Another alternative flexible coupling 144 for use in the inner member 14 is depicted in FIG. 8 but without the proximal and distal ends of the flexible coupling being shown. The flexible coupling 144 is similar to the flexible coupling 44 except that the strips of material 182 used to form the inner spiral member 160 and the outer spiral member 164 have a width W1′ that is greater than the width W2′ of the strip of material 184 used to form the middle spiral member 162, and the strips of material 182 that form the inner and outer spiral members 162 and 164 have a thickness T that is the same as the thickness T of the strip of material 184 that forms the middle spiral member 162. In a preferred embodiment for the flexible coupling 144, the width W1′ of the strips of material 182 is 0.090 inch; the width W2′ of the strip of material 184 is 0.050 inch; and the thickness T is 0.003 inch. However, the width W1′ of the strips of material that form the inner and outer spiral members 160 and 164 can be in the range of 0.050 inch-0.090 inch; the width W2′ of the strip of material that forms the middle spiral member 162 can be in the range of 0.050 inch-0.090 inch but smaller than the width W1′; and the thickness T that is the same for all three spiral members 160, 162 and 164 can be in the range of 0.003 inch-0.006 inch.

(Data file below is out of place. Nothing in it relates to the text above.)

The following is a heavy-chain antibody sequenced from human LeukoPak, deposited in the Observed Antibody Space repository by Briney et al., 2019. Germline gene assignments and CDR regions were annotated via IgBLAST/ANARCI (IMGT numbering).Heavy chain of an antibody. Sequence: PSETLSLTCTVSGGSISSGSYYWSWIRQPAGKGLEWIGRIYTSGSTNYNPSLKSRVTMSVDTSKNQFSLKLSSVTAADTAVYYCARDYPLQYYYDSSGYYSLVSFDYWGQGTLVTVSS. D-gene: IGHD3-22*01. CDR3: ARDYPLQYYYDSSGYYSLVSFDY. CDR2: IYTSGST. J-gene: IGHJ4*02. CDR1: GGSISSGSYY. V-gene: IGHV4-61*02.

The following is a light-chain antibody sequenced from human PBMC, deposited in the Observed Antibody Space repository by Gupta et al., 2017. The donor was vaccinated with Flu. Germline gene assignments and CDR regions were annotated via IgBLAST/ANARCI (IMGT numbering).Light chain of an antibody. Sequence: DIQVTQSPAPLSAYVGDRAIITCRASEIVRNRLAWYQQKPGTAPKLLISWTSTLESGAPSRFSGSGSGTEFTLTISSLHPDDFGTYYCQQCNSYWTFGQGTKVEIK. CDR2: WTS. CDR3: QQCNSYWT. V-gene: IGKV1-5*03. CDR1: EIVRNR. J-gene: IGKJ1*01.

An additional alternative flexible coupling for the inner member 14 can be obtained using strips of material 184, in place of the strips of material 182, to form the inner spiral member 160 and the outer spiral member 164, respectively, and using a strip of material 182, in place of the strip of material 184, to form the middle spiral member 162. In this case, the width of the strips of material that form the inner and outer spiral members is greater than the width of the strip of material that forms the middle spiral member while the strips of material that form the inner, middle and outer spiral members are all the same thickness.